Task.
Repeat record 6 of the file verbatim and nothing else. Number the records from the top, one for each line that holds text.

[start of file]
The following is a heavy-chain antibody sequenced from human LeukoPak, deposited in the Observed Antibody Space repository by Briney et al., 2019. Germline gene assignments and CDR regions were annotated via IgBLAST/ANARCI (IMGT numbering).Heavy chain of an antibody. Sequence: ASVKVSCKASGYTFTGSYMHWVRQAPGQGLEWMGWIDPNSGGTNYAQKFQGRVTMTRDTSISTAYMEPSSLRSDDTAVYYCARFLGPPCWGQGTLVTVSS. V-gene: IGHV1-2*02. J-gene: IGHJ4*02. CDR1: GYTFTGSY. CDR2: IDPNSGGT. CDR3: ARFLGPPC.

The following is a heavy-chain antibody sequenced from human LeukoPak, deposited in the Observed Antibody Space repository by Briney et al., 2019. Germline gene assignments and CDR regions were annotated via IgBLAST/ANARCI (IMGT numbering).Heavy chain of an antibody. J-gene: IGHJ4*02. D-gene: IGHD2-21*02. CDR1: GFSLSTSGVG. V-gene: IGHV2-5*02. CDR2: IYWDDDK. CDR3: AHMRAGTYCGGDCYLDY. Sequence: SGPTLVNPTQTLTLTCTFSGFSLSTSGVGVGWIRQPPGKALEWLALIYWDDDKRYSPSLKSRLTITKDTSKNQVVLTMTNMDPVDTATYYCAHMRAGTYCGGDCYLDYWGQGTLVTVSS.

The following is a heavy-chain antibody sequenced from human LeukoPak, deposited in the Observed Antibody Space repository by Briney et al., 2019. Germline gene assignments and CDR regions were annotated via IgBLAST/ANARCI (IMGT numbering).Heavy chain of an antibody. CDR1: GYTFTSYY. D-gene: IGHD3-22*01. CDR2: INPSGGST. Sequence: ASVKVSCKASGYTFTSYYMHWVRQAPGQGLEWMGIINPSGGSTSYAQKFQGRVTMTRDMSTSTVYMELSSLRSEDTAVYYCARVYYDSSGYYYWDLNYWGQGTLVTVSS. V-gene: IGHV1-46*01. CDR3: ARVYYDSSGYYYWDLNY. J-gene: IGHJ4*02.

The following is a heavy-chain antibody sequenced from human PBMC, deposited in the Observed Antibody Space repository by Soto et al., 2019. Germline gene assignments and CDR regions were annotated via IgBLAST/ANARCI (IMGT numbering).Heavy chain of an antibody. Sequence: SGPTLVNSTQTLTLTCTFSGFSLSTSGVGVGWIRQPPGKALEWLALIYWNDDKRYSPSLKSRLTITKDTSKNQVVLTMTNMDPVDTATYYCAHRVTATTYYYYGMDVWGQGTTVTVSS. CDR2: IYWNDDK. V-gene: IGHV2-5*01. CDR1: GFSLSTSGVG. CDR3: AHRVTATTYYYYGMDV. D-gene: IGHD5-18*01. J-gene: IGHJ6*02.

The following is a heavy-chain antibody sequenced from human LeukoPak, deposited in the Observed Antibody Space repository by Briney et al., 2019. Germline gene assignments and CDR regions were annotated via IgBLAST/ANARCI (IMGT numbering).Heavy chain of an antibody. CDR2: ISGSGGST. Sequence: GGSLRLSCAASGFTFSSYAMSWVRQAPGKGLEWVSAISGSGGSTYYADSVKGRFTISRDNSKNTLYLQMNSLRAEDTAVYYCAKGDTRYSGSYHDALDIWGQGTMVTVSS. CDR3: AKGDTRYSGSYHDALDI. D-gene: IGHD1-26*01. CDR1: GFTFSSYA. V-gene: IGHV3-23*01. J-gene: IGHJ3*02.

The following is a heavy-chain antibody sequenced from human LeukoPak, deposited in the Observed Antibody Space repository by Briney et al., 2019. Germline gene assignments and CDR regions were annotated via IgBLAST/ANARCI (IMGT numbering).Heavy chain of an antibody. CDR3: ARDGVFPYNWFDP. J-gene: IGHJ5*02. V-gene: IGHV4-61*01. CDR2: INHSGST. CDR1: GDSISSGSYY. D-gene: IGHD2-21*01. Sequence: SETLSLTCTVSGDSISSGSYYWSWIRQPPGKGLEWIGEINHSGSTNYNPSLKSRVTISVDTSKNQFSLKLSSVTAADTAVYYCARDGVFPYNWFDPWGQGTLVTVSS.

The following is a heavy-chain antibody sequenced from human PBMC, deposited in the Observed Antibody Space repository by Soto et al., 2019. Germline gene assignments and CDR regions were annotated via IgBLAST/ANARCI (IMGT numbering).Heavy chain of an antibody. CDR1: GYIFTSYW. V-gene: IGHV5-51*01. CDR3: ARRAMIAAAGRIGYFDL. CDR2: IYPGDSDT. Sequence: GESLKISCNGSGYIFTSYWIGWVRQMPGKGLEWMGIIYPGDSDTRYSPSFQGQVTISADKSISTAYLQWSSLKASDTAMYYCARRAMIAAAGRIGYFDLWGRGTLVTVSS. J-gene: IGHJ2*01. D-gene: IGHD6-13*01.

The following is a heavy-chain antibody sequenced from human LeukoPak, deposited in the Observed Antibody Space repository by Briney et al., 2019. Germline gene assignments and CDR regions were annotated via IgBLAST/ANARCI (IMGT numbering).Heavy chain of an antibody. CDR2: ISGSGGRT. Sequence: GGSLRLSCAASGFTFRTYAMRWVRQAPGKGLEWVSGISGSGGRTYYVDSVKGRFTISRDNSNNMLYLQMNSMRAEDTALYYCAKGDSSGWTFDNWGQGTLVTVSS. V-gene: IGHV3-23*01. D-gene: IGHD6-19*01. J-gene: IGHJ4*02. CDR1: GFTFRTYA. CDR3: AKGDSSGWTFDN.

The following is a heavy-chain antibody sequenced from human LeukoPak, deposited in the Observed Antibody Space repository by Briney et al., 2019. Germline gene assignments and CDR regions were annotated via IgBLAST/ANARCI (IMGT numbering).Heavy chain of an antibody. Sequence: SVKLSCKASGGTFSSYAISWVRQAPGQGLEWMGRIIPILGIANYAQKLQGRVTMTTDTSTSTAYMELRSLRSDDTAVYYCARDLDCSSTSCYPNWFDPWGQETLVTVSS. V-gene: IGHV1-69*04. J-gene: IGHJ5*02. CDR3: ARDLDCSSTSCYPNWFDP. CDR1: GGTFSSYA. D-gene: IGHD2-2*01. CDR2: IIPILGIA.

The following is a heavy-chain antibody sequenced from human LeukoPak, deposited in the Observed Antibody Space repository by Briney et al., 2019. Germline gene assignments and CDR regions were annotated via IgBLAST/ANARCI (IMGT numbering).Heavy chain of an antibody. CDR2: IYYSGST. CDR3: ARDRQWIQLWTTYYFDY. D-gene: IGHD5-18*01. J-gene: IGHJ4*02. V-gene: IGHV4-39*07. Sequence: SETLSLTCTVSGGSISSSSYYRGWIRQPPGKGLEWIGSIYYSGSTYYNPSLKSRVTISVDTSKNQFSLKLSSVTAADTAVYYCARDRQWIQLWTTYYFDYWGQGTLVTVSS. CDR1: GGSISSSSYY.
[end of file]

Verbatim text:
The following is a heavy-chain antibody sequenced from human LeukoPak, deposited in the Observed Antibody Space repository by Briney et al., 2019. Germline gene assignments and CDR regions were annotated via IgBLAST/ANARCI (IMGT numbering).Heavy chain of an antibody. CDR3: ARDGVFPYNWFDP. J-gene: IGHJ5*02. V-gene: IGHV4-61*01. CDR2: INHSGST. CDR1: GDSISSGSYY. D-gene: IGHD2-21*01. Sequence: SETLSLTCTVSGDSISSGSYYWSWIRQPPGKGLEWIGEINHSGSTNYNPSLKSRVTISVDTSKNQFSLKLSSVTAADTAVYYCARDGVFPYNWFDPWGQGTLVTVSS.